The Colt Pocket Hammerless was a no-brainer. The two cartridges, due to the very pronounced semi-rim of the .32 auto cartridge. are very close to each other at the head (that is, the .32 is close to the .380). Many companies have used the same magazine for both calibers - CZ 24 and CZ 27, FN-Browning Models 1910 and 1922, etc. The Czechs marked their magazines different - I don’t recall seeing a caliber marking on the original clips for the vz. 24, but the mags for the vz. 27 were marked with the model, as I recall, but I have used the Mod 27 clip in a Model 24 myself, with good success. I owned a Model 1922 Browning clip that had “7.65” on one side and “9 mm” on the other, both factory-stamped. Slovenia converted a few Makarovs to .32 Auto (7.65 Browning) with nothing more than a new barrel. They even used the 9 mm clip for the 7.65 mm cartridges, although with the advice that you must load only 7 rounds instead of 8. I have tested that use, although only by loading a magazine, since I have no 7.65 mm barrel for a Makarov to try the feeding, but was told by a Slovenian collector that his specimen of pistol worked just fine.

So, I guess as usual, I engaged my mouth before I did my brain; that is, I went with gut feeling and did not research my answer. What is it they say about “a little knowledge?” Perhaps it is a dangerous thing.

I will satisfy my curiosity as my son has his CHP issue .40 Auto, and I will have him bring it down to the house one of these days just to check extractor fit and the like for myself, although I don’t doubt Dan’s words. He has forgotten more about the mechanics of firearms than I will ever know.


#8

Thanks to everyone`s responce, it has created some questions about the .40 S&W. We all now know much more than we did.
I hope we continue to get more information on this subject, thanks to all that have read and answered this question, Tony


#9

[quote=“JohnMoss”]Leon-Thanks for filling in the details. However, I must question the part about converting a .40 caliber auto to 9 mm, or the reverse, with nothing more than a barrel and magazine. That works perfectly well with the .357 SIG cartridge, barrel change only, but to convert from .4 to 9 mm should also require a complete 9 mm slide. The breech face for a 9 mm should be smaller than that for a .40, and that would pose problems with the position of the extractor. Also, the extractor shape in some instances might be wrong for the 9 mm anyway. In some designs, it might even require separate replacement of the ejector.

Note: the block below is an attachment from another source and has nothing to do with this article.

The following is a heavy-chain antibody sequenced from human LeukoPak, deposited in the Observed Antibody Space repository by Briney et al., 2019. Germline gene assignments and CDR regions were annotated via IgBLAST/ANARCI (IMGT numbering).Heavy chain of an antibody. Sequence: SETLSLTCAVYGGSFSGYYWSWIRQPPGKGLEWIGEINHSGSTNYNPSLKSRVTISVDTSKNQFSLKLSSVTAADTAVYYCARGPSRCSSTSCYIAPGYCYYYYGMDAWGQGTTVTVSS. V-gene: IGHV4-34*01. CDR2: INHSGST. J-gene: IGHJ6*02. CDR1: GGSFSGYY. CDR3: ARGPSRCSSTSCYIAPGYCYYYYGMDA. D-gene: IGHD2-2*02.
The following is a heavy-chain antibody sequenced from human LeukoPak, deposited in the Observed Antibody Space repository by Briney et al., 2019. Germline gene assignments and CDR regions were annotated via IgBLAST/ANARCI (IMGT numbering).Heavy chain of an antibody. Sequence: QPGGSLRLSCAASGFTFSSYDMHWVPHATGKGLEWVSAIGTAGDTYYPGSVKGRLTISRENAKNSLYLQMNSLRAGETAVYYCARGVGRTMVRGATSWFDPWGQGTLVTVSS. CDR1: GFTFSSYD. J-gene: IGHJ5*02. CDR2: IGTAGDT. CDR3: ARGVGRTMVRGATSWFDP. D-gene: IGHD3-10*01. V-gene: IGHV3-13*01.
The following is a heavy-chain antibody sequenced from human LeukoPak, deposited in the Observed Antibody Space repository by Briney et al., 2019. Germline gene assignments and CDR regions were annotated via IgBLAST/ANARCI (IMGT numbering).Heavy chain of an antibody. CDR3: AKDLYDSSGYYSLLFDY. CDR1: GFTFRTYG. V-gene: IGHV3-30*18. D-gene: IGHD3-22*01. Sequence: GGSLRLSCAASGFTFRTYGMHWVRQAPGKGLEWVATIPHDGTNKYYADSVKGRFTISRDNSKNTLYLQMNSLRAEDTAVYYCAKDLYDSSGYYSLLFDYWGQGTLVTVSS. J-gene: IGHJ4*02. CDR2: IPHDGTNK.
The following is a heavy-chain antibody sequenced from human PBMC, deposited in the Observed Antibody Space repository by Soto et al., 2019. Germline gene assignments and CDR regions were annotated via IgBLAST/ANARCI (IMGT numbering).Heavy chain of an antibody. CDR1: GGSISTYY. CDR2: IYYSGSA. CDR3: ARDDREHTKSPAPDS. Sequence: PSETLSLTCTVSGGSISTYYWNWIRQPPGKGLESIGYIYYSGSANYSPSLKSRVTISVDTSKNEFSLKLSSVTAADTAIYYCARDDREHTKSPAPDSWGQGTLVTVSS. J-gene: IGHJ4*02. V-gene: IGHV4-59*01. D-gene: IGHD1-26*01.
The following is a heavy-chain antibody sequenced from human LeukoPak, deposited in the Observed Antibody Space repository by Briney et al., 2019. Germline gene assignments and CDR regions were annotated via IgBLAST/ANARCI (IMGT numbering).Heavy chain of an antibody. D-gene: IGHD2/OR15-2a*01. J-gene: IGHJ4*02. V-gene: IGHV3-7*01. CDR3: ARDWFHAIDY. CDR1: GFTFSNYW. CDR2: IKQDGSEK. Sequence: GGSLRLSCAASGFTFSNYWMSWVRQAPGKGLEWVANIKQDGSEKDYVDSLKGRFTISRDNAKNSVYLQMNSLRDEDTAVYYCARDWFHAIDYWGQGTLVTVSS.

Even if it accidentally worked, I would think dependability would be highly suspect. Again, am not talking about the .357 SIG conversion, only the conversion from .40 to 9 mm Luger.

Perhaps I am missing something somewhere. I do not pretend to be a firearms engineer, but I do have almost sixty years experience with self-loading pistols.
If someone knows I am in error, please correct me but also explain why and how such a conversion would work properly using only a magazine and a barrel.[/quote]

John,

I don’t know if ALL .40 pistols can be converted over to 9mm, but there is a huge demand for barrels to convert Glocks from .40 to 9mm. Apparently the extractors are big enough to grip the 9mm’s rim and hold in place as the cartridge is chambered. I’m hearing from those who convert their Glocks from .40 to 9mm are doing so with very little to no problems. Some have gone as far as using their converted Glocks as legal carry pistols. Personally I’ve not tried the conversion, but it does work.


#10

Leon - thanks for the insight. I haven’t had a chance to measure the two cartridges yet. I am pretty busy with family matters right now. I am surprised it works, but as I mentioned in my response to Dan, I guess my prejudice got the best of me, as I simply see no practical use to such a conversion, especially going down in effectiveness from a .40 to a 9 mm. However, different strokes for different folks. I guess that’s what makes the world go around. Keeps the accessory makers rich at the same time.


#11

Given how expensive .22 LR is getting, the 9mm conversion barrel is probably cheaper in the long run than a .22 conversion kit. Plus, a 9mm projectile makes a more visible hole in the target than a .22, and the 9mm recoil will be closer to the .40 given that no one manufactures a floating chamber .22 conversion.

Part of the reason the conversion barrels function is that the diameter of the 9x19mm case at the extractor groove is the same as the .40 S&W case. In contrast to a M1911, I really don’t think that a Glock’s extractor applies much tension to the outer diameter of the case rim. If you fire a Glock without a magazine, the spent case typically falls out though the empty magazine well.


#12

Dan - I have never owned a Glock Pistol. Does it have a separate ejector or is the ejector built into a magazine lip. If the latter, the might explain empties falling our through the mag well when no magazine is inserted.

Regarding expense of .22 vs. 9 mm, that misses my point, which I grant is simply my own opinion, and that is why bother to convert at all. Learn to shoot the gun in the caliber it was originally built in and that the shooter selected for himself. If you can afford to buy a 500.00 plus pistol, the difference in cost between 9 mm and .40 ammo borders on the irrelevant.

Again, I appreciate you input, but I stand by my opinion. Personally, there has been little improvement in self-loading pistols since The Colt/Browning Model 1911 came out, and none, in my view, since the Browning HP was introduced, although being in Europe, they got the caliber wrong. Still they are fun to shoot and I have fired thousands of 9 mm of all bullet shapes, weights and brands out of mine with not one single malfunction, since I almost immediately dumped all the FN factory magazines that came with mine years ago, and purchased good magazines made by Mec-Gar in Italy.


#13

A fellow shooter inadvertently fired 9 mm rounds from his .40 pistol and did not realize what he was doing, because it worked, except that there were no bullet holes on the target at 25 m.